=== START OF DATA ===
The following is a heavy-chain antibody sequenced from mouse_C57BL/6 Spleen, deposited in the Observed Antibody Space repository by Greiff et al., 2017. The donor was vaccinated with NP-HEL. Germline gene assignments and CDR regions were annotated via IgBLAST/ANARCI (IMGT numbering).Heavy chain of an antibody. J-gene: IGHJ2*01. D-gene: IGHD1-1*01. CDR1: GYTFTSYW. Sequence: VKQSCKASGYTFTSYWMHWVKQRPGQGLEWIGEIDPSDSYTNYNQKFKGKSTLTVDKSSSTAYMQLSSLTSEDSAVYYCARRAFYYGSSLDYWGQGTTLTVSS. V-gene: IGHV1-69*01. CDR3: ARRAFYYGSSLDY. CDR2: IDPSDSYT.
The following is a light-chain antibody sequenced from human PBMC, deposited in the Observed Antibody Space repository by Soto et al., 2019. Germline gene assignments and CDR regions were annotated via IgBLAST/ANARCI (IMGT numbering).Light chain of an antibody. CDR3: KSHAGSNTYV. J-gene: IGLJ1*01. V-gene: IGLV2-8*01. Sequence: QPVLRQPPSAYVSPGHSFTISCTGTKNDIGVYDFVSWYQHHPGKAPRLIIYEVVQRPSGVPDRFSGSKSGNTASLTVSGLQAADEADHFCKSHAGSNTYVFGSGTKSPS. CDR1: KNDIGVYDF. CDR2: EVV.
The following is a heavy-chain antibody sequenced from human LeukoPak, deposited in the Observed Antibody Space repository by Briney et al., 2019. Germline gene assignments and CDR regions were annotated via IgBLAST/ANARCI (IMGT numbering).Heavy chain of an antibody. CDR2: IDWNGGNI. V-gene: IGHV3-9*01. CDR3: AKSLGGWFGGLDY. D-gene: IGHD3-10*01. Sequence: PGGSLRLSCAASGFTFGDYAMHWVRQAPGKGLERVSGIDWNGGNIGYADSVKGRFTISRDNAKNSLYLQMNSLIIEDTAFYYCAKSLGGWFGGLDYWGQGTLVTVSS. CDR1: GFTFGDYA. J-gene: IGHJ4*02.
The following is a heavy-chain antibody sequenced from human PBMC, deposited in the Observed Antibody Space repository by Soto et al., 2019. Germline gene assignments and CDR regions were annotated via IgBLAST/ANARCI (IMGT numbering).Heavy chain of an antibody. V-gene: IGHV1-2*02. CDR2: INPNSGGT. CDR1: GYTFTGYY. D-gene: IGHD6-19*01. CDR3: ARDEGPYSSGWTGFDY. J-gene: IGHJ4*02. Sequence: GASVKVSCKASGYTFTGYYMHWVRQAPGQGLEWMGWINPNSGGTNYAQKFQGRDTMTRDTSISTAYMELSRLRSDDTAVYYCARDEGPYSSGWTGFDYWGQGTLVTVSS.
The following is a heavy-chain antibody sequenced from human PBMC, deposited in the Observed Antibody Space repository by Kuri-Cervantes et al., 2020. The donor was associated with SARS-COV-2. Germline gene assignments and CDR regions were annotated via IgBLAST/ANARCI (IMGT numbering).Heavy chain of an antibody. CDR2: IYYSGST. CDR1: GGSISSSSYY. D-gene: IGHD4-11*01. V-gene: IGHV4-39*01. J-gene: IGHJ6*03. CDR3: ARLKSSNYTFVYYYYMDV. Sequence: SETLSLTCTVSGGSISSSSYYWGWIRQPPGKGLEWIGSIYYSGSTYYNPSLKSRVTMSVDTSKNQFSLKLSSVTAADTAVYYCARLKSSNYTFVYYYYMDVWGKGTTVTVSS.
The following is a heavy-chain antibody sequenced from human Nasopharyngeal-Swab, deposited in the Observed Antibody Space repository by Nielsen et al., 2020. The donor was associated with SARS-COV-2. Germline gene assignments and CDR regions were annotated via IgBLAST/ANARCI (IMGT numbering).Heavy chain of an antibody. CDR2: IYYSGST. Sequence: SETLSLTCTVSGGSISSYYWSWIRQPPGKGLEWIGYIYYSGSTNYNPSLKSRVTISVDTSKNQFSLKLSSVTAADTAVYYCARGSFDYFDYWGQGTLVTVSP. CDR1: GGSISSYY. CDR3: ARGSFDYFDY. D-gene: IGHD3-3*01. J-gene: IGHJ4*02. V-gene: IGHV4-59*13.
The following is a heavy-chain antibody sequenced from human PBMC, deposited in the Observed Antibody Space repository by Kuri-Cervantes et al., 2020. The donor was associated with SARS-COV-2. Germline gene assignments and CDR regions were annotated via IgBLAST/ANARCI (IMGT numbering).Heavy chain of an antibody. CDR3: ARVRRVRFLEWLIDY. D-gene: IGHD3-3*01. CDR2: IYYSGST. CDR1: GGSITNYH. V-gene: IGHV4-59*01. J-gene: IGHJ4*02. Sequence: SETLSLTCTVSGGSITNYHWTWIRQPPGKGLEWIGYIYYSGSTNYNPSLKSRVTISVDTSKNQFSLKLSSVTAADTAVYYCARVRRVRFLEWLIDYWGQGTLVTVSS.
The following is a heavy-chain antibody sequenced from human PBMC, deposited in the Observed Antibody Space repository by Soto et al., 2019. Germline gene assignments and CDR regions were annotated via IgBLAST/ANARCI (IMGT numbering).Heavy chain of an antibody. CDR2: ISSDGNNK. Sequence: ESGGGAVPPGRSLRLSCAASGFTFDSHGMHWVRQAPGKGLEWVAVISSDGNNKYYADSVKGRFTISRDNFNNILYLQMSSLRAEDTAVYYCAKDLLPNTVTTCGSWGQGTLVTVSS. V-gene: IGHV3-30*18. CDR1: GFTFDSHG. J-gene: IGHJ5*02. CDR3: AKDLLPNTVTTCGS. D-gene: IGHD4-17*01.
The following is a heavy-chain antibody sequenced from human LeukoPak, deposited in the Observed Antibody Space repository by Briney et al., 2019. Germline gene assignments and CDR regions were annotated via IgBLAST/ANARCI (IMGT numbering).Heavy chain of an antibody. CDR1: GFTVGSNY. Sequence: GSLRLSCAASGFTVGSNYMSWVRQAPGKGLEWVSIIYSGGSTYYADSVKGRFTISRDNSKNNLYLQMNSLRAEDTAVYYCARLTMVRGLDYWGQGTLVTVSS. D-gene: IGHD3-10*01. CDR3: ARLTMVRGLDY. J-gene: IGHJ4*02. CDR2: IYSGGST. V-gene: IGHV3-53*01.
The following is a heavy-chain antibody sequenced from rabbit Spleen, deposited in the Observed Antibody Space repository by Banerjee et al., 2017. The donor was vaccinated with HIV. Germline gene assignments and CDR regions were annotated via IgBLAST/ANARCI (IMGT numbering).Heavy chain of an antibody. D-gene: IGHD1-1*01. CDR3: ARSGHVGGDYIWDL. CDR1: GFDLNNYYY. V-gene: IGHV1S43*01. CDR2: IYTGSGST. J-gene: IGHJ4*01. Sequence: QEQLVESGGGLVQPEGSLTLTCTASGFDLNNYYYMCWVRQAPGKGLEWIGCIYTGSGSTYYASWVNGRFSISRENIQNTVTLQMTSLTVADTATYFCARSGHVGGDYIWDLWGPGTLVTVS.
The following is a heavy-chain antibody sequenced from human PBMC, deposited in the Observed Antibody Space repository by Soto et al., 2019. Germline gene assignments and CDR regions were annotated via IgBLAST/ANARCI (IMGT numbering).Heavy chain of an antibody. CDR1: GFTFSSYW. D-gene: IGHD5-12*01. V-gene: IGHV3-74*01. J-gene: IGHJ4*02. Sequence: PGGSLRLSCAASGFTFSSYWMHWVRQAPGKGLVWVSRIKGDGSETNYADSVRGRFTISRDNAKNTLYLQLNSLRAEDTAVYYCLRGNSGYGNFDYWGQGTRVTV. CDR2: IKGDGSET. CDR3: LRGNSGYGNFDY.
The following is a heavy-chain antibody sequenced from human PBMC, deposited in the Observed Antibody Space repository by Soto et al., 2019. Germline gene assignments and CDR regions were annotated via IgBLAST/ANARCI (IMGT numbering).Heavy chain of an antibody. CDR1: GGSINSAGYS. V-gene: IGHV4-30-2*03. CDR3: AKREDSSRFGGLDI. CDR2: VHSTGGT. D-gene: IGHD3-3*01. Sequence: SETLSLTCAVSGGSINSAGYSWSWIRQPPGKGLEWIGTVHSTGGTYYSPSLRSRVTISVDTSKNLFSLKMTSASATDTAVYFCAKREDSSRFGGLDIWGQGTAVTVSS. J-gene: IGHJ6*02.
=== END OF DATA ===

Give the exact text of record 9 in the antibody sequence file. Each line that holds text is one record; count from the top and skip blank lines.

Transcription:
The following is a heavy-chain antibody sequenced from human LeukoPak, deposited in the Observed Antibody Space repository by Briney et al., 2019. Germline gene assignments and CDR regions were annotated via IgBLAST/ANARCI (IMGT numbering).Heavy chain of an antibody. CDR1: GFTVGSNY. Sequence: GSLRLSCAASGFTVGSNYMSWVRQAPGKGLEWVSIIYSGGSTYYADSVKGRFTISRDNSKNNLYLQMNSLRAEDTAVYYCARLTMVRGLDYWGQGTLVTVSS. D-gene: IGHD3-10*01. CDR3: ARLTMVRGLDY. J-gene: IGHJ4*02. CDR2: IYSGGST. V-gene: IGHV3-53*01.